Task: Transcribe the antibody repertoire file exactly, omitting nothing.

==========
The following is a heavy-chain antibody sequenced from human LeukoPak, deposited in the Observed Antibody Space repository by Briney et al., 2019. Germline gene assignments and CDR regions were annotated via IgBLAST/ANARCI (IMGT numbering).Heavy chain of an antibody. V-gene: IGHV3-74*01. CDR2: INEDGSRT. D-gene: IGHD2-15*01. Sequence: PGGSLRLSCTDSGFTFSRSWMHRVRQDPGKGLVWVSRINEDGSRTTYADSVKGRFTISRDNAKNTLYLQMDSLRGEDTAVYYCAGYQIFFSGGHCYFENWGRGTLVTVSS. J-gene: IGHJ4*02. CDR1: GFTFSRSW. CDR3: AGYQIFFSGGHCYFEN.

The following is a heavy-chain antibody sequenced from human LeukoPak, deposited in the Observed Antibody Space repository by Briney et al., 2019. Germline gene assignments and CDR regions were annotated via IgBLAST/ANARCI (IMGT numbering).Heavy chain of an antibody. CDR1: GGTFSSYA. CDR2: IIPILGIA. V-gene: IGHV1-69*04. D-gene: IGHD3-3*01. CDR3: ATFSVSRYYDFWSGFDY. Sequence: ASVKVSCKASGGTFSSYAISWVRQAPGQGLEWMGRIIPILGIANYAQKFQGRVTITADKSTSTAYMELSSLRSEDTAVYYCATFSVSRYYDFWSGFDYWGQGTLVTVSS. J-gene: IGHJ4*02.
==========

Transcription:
The following is a heavy-chain antibody sequenced from human LeukoPak, deposited in the Observed Antibody Space repository by Briney et al., 2019. Germline gene assignments and CDR regions were annotated via IgBLAST/ANARCI (IMGT numbering).Heavy chain of an antibody. V-gene: IGHV3-74*01. CDR2: INEDGSRT. D-gene: IGHD2-15*01. Sequence: PGGSLRLSCTDSGFTFSRSWMHRVRQDPGKGLVWVSRINEDGSRTTYADSVKGRFTISRDNAKNTLYLQMDSLRGEDTAVYYCAGYQIFFSGGHCYFENWGRGTLVTVSS. J-gene: IGHJ4*02. CDR1: GFTFSRSW. CDR3: AGYQIFFSGGHCYFEN.

The following is a heavy-chain antibody sequenced from human LeukoPak, deposited in the Observed Antibody Space repository by Briney et al., 2019. Germline gene assignments and CDR regions were annotated via IgBLAST/ANARCI (IMGT numbering).Heavy chain of an antibody. CDR1: GGTFSSYA. CDR2: IIPILGIA. V-gene: IGHV1-69*04. D-gene: IGHD3-3*01. CDR3: ATFSVSRYYDFWSGFDY. Sequence: ASVKVSCKASGGTFSSYAISWVRQAPGQGLEWMGRIIPILGIANYAQKFQGRVTITADKSTSTAYMELSSLRSEDTAVYYCATFSVSRYYDFWSGFDYWGQGTLVTVSS. J-gene: IGHJ4*02.